Not everyone is focused on career climbing, though, and according to Nicoletti, that is for the best. “You have to have some people in the department who want their career to be in audit,” he said. “It’s beneficial to have that balance with people on the staff who have been in other areas and are cycling through.”
Success in a CAE role requires two sets of skills that have little to do with one another: technical accounting skills and leadership skills. But all things being equal, which is more important?
“I would say we’re in a slight move away from the demand for [technical] credentials,” said Eldridge. Some employers are taking the position that a proven leader who is not a certified public accountant is preferable to the opposite.
Nicholetti of Alberto-Culver agreed. A chief auditor is best served by having solid business management and risk management experience, he said. “It’s better to have a leadership role on the operating side before going into audit. If you came up only through the audit function you could do a good job, but you would be more effective if you had been through a more broad base of experiences.”
Wal-Mart’s Fung took the opposite side of the issue. “You have to have the auditing and technical skills,” he said, “so you can satisfy the risk issues for the audit committee and your outside auditors. Hopefully you can pick up the leadership skills.”
But Eldridge counseled that anyone who has focused purely on the technical side should “do anything and everything possible” to get experience running projects and committees, if they hope to be promoted to CAE or any other senior finance position.
The Bottom Line
Along with the inflated status of audit chiefs has come higher pay, though variability in the level of compensation is extreme — Eldridge called it a “scatter-gram.”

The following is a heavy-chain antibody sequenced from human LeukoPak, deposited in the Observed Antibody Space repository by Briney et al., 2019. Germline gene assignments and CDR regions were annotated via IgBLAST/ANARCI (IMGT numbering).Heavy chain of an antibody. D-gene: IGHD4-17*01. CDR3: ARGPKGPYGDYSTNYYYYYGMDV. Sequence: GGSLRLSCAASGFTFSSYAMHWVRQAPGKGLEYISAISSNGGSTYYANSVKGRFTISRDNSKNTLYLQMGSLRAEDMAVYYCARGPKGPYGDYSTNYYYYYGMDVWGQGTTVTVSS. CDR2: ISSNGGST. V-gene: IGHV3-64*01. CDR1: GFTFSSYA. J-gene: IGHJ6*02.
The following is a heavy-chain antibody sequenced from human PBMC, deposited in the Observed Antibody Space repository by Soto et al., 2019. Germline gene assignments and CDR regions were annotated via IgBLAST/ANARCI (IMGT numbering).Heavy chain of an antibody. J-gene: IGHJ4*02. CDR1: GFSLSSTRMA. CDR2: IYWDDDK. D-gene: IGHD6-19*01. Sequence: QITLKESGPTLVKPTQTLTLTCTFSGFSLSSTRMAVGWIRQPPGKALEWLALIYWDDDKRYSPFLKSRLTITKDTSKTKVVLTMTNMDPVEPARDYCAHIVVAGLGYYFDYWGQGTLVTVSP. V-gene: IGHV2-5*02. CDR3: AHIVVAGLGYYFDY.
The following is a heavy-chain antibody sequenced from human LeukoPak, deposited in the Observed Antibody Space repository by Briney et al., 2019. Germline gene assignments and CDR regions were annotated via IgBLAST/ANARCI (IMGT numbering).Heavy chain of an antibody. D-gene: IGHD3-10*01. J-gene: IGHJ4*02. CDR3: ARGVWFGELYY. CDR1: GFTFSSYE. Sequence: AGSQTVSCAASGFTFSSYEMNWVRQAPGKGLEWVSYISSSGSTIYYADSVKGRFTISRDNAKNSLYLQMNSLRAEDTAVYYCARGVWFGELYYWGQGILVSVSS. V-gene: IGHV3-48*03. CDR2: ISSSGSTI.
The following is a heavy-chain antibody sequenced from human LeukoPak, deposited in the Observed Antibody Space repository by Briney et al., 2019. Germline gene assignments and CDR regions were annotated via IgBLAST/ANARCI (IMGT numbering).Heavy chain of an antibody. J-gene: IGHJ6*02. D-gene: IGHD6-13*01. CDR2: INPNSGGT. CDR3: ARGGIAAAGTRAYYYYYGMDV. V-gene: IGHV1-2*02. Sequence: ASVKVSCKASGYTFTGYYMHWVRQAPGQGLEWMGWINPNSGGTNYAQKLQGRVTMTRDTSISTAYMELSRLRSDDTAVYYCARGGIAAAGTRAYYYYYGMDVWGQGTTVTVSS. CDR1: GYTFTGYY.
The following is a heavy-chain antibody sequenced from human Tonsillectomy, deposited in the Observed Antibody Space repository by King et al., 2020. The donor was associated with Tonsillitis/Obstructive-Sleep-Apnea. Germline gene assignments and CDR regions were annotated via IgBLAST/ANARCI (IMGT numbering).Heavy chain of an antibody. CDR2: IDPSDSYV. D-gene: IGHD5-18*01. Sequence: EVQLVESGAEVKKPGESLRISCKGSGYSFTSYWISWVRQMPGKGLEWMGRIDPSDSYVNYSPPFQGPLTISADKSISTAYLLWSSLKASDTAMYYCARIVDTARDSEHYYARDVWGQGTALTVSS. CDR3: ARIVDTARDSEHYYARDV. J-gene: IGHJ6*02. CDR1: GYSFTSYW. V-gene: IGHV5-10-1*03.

“Pre-Sarbanes-Oxley, compensation for internal audit lagged finance pretty significantly,” he said. “Now many of our clients are asking: how do we retain our people? I tell them very simply to catch up on compensation. There is still a lot of catching up to be done.”
The best compensation opportunities are likely to be at companies where the internal audit, risk, and compliance functions have been placed under an umbrella, which Eldridge characterized as a recent trend.
That change reflects the increasingly popular view of the diverse roles these functions can play, a view MEMC’s Hannah has had for years. They are especially critical if they can “move from the basic internal control and compliance work to more value-added activities like operational reviews, process-effectiveness reviews, special projects, and development of future leaders,” he said.
If internal auditors spend all their time just auditing to satisfy Sarbanes-Oxley requirements, Fung said, “it will hurt the auditing profession and the development of people. I think my success, both in internal auditing and my career generally, is trying to really understand what drives the value for the business, whether that’s in sales, in margins, our competitive edge with customers, or how we compete in our markets. So I prefer the operational auditing approach. Ultimately, you have to be a business person.”